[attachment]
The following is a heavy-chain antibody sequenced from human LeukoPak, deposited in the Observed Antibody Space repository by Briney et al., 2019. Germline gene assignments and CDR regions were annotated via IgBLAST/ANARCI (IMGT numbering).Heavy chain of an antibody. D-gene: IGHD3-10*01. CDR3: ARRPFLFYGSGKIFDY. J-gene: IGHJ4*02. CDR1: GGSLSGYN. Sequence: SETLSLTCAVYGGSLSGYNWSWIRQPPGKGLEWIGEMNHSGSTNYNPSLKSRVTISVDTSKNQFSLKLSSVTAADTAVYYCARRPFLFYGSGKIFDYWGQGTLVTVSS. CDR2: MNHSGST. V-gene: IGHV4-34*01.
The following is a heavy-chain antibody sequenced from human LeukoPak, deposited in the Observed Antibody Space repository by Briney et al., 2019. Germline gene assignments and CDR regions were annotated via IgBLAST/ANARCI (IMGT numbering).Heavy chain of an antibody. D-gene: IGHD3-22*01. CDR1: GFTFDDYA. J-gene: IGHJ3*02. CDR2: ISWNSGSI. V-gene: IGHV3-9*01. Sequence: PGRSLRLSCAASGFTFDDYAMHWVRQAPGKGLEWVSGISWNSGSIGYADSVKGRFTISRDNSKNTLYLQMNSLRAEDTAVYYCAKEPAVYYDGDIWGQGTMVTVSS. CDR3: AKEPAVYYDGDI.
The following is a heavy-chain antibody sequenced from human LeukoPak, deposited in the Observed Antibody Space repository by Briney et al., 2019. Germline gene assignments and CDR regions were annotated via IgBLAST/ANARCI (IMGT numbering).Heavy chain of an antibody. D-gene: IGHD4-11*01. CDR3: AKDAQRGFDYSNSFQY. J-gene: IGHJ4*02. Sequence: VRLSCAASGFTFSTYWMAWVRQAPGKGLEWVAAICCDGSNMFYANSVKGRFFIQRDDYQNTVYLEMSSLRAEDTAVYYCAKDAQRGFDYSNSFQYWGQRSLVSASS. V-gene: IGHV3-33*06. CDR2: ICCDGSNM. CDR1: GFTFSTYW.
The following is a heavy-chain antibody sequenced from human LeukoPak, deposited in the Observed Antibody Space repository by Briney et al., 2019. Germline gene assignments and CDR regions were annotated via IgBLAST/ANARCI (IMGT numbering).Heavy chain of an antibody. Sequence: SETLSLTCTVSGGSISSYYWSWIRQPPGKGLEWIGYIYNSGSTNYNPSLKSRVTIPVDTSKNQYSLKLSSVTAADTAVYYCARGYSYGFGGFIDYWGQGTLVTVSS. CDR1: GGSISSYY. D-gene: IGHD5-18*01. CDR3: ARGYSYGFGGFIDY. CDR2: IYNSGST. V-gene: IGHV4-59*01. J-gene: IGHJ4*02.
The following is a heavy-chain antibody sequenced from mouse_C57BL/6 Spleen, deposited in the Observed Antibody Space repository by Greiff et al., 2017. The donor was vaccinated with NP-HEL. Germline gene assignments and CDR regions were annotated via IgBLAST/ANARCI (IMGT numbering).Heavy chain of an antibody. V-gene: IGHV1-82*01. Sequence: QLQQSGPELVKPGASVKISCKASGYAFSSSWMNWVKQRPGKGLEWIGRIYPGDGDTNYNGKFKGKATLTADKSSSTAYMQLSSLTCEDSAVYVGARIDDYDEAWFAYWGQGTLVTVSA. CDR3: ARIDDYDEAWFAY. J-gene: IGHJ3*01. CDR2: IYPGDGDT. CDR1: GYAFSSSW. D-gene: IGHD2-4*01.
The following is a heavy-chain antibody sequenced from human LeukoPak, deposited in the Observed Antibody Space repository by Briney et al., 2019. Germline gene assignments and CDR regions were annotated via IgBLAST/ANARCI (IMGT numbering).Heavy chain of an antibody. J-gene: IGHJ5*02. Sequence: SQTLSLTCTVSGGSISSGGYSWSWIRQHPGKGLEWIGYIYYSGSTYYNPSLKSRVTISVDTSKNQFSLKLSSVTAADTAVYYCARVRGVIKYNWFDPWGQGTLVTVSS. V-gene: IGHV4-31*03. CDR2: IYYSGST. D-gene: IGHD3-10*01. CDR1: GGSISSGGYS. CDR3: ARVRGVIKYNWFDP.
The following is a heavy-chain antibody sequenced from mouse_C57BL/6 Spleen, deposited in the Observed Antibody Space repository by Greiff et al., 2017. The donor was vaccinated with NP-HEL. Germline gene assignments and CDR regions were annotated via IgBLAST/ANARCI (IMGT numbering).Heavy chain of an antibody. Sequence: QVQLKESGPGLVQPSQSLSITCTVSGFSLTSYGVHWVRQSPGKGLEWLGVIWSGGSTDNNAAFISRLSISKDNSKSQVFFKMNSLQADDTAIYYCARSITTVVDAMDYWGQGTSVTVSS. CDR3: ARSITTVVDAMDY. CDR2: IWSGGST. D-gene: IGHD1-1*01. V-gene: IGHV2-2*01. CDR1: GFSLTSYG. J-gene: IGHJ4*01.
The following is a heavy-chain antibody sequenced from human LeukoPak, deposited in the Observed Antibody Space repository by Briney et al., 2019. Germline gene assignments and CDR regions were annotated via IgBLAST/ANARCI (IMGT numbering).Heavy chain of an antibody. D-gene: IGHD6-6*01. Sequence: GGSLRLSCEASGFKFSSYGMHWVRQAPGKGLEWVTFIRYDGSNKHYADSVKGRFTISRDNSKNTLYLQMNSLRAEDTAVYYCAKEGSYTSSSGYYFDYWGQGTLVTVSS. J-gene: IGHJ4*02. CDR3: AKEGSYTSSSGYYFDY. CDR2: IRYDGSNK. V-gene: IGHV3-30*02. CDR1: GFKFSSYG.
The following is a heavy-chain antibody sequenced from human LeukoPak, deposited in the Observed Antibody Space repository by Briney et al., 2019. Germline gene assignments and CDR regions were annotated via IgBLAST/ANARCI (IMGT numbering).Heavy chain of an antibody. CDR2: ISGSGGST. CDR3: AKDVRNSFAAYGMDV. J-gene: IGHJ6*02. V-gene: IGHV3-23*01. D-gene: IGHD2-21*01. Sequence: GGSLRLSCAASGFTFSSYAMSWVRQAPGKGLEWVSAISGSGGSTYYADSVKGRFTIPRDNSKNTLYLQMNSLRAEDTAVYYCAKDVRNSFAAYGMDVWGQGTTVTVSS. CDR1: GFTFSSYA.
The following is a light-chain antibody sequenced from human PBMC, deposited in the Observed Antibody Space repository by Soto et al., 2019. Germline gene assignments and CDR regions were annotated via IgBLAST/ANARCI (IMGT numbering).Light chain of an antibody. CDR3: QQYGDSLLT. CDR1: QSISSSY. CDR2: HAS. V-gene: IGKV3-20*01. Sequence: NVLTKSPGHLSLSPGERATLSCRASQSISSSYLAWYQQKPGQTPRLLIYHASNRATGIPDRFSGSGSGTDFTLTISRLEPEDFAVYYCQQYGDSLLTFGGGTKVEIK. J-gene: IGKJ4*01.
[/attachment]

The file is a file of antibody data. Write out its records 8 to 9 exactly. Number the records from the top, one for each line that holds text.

The following is a heavy-chain antibody sequenced from human LeukoPak, deposited in the Observed Antibody Space repository by Briney et al., 2019. Germline gene assignments and CDR regions were annotated via IgBLAST/ANARCI (IMGT numbering).Heavy chain of an antibody. D-gene: IGHD6-6*01. Sequence: GGSLRLSCEASGFKFSSYGMHWVRQAPGKGLEWVTFIRYDGSNKHYADSVKGRFTISRDNSKNTLYLQMNSLRAEDTAVYYCAKEGSYTSSSGYYFDYWGQGTLVTVSS. J-gene: IGHJ4*02. CDR3: AKEGSYTSSSGYYFDY. CDR2: IRYDGSNK. V-gene: IGHV3-30*02. CDR1: GFKFSSYG.
The following is a heavy-chain antibody sequenced from human LeukoPak, deposited in the Observed Antibody Space repository by Briney et al., 2019. Germline gene assignments and CDR regions were annotated via IgBLAST/ANARCI (IMGT numbering).Heavy chain of an antibody. CDR2: ISGSGGST. CDR3: AKDVRNSFAAYGMDV. J-gene: IGHJ6*02. V-gene: IGHV3-23*01. D-gene: IGHD2-21*01. Sequence: GGSLRLSCAASGFTFSSYAMSWVRQAPGKGLEWVSAISGSGGSTYYADSVKGRFTIPRDNSKNTLYLQMNSLRAEDTAVYYCAKDVRNSFAAYGMDVWGQGTTVTVSS. CDR1: GFTFSSYA.